Six Canadian children are set to leave a Syrian prison camp and fly to Canada without their mother, who cannot accompany them because federal officials have not completed her security assessment, family advocates say. know.
Alexandra Bain of Families Against Violent Extremism said the federal government has given the Quebec woman until today to decide whether her children will join other Canadians. on the repatriation flight, expected to depart any day or stay with her in Syria.
“I’m shocked. It makes no sense,” Bain said Saturday in an interview. “That’s not how I would expect Canada to behave.”
Canadians are among many foreign nationals in camps in Syria run by Kurdish forces, who have recaptured the war-torn area from the Islamic State of Iraq and the Levant.
Bain, whose organization helps families with loved ones caught up in violent extremist groups, said the children, ages 3 to 16, have no family in Quebec. At least two out of six children were born in Syria. There is a plan for Quebec social services agencies to care for six people, in three groups of two.
Bain said the mother, who does not know if she will be allowed to leave al-Roj camp in northeastern Syria or when she will be allowed to leave the camp, is worried about how to maintain contact with her children. me.
“She’s doing this for her children. And she’s afraid she’s doing the wrong thing.”
Attorney Lawrence Greenspon, who is supporting the family, added: “It’s not a choice any parent has to make.”
Bain and Greenspon requested that the woman’s name not be released due to the sensitivity of the case and the privacy concerns involved.
Greenspon argued in Federal Court on behalf of some of the men, women and children detained in Syria that Foreign Affairs Canada must arrange for their return, saying it was illegal to refuse to do so. violate the Charter of Rights and Freedoms.
Greenspon reached an agreement with the federal government in January to bring home six Canadian women and 13 children who were involved in the court case. All 19 people are expected to be on the upcoming repatriation flight from Syria.
There is hope that the Quebec woman and her six children, although not part of the lawsuit, will also board the plane together.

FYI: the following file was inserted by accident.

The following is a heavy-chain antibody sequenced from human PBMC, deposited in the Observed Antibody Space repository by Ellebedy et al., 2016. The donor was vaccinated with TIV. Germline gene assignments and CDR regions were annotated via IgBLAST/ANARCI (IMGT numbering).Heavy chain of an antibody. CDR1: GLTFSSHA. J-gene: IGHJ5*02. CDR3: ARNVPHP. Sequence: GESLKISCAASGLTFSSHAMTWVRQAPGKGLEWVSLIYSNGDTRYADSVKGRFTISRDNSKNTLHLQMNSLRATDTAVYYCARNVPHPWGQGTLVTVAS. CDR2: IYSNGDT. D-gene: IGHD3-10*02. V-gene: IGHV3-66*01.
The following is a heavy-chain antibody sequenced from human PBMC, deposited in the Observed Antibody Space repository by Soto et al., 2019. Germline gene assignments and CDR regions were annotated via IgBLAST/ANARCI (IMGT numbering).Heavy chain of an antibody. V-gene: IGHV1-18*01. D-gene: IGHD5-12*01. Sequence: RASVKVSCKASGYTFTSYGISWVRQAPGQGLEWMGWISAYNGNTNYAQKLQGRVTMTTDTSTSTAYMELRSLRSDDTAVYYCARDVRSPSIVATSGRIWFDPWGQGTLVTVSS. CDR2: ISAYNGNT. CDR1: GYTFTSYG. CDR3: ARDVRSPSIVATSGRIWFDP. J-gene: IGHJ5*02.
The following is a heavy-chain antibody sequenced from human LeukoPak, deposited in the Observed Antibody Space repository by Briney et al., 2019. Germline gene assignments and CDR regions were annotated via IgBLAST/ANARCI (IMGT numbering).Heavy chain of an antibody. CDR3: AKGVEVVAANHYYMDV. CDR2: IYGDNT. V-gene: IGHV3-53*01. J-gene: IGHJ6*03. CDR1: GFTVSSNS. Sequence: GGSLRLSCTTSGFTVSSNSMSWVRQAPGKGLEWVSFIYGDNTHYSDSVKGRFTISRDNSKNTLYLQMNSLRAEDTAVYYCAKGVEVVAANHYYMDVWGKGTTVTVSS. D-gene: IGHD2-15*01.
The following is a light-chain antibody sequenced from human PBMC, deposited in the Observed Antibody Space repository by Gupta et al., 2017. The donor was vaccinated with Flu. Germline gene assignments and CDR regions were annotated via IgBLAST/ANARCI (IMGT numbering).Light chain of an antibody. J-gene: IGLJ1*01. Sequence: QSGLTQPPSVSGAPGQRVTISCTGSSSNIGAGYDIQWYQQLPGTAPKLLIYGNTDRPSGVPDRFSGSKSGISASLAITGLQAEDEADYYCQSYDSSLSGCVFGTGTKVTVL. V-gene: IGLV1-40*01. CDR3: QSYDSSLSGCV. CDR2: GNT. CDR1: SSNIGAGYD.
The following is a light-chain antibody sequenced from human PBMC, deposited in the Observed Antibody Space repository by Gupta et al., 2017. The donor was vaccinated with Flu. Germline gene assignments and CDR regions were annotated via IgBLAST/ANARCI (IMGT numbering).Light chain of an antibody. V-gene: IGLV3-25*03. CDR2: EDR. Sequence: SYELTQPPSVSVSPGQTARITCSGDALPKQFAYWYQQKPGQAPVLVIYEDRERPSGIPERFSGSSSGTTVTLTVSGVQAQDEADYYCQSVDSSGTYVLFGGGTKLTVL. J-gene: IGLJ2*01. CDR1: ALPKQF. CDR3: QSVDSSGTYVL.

Greenspon said while the children have been allowed to leave Syria, their mothers are still being assessed by federal security.
Mr. Greenspon said that separating mothers from their children violates Canada’s international commitments as well as government policy in assessing possible repatriation cases. “Their own policy framework says they shouldn’t do this.”
Global Affairs Canada did not immediately respond to questions about the Quebec family’s case.
Bain received a November 24 letter from Global Affairs stating that the woman and her six children had met the criteria for federal consideration of assistance to Canadians detained in the region, granted outlined in the government’s January 2021 policy framework.
The letter noted threats to the safety of the woman and her children “due to dangerous security conditions inside the camp.” It also cites reports of declining sanitation and living conditions, including potential cholera outbreaks and intermittent access to food and clean water.
Bain said the woman was beaten and assaulted while in custody.
As part of the repatriation procedure, the RCMP recently conducted interviews with Canadians detained in Syria. The Quebec woman spoke to the Mounties last Wednesday, an experience she found confusing and terrifying, Bain said. The next day, “they told her she couldn’t go home.”
Bain knows about 10 other Canadian children being held in Syria with non-Canadian mothers. These mothers have decided not to send their children to Canada as part of the repatriation effort, she said.
This report by The Canadian Press was first published on April 2, 2023.